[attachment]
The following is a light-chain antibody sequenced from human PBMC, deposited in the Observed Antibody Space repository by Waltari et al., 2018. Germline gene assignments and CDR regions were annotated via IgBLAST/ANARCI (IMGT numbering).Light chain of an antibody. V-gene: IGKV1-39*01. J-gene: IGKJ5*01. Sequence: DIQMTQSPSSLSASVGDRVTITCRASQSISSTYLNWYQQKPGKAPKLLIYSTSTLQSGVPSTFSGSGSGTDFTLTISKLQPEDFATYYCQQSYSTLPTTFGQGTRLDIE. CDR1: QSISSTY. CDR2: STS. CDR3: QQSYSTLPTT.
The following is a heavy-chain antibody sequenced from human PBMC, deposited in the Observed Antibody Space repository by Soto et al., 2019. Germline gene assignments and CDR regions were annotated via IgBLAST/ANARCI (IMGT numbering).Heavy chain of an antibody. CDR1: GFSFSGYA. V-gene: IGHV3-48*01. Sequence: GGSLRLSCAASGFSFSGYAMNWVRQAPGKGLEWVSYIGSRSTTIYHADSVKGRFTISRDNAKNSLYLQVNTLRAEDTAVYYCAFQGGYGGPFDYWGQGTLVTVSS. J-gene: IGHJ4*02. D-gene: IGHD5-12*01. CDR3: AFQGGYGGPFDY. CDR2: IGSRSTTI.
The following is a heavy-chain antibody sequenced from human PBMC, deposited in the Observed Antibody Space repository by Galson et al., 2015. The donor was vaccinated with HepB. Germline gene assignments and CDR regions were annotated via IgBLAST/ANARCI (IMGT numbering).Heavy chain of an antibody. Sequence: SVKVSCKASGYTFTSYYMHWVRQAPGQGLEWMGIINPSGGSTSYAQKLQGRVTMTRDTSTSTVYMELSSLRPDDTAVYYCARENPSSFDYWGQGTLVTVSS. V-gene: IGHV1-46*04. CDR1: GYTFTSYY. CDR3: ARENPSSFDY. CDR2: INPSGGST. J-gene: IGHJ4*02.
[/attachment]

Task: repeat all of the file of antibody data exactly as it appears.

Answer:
The following is a light-chain antibody sequenced from human PBMC, deposited in the Observed Antibody Space repository by Waltari et al., 2018. Germline gene assignments and CDR regions were annotated via IgBLAST/ANARCI (IMGT numbering).Light chain of an antibody. V-gene: IGKV1-39*01. J-gene: IGKJ5*01. Sequence: DIQMTQSPSSLSASVGDRVTITCRASQSISSTYLNWYQQKPGKAPKLLIYSTSTLQSGVPSTFSGSGSGTDFTLTISKLQPEDFATYYCQQSYSTLPTTFGQGTRLDIE. CDR1: QSISSTY. CDR2: STS. CDR3: QQSYSTLPTT.
The following is a heavy-chain antibody sequenced from human PBMC, deposited in the Observed Antibody Space repository by Soto et al., 2019. Germline gene assignments and CDR regions were annotated via IgBLAST/ANARCI (IMGT numbering).Heavy chain of an antibody. CDR1: GFSFSGYA. V-gene: IGHV3-48*01. Sequence: GGSLRLSCAASGFSFSGYAMNWVRQAPGKGLEWVSYIGSRSTTIYHADSVKGRFTISRDNAKNSLYLQVNTLRAEDTAVYYCAFQGGYGGPFDYWGQGTLVTVSS. J-gene: IGHJ4*02. D-gene: IGHD5-12*01. CDR3: AFQGGYGGPFDY. CDR2: IGSRSTTI.
The following is a heavy-chain antibody sequenced from human PBMC, deposited in the Observed Antibody Space repository by Galson et al., 2015. The donor was vaccinated with HepB. Germline gene assignments and CDR regions were annotated via IgBLAST/ANARCI (IMGT numbering).Heavy chain of an antibody. Sequence: SVKVSCKASGYTFTSYYMHWVRQAPGQGLEWMGIINPSGGSTSYAQKLQGRVTMTRDTSTSTVYMELSSLRPDDTAVYYCARENPSSFDYWGQGTLVTVSS. V-gene: IGHV1-46*04. CDR1: GYTFTSYY. CDR3: ARENPSSFDY. CDR2: INPSGGST. J-gene: IGHJ4*02.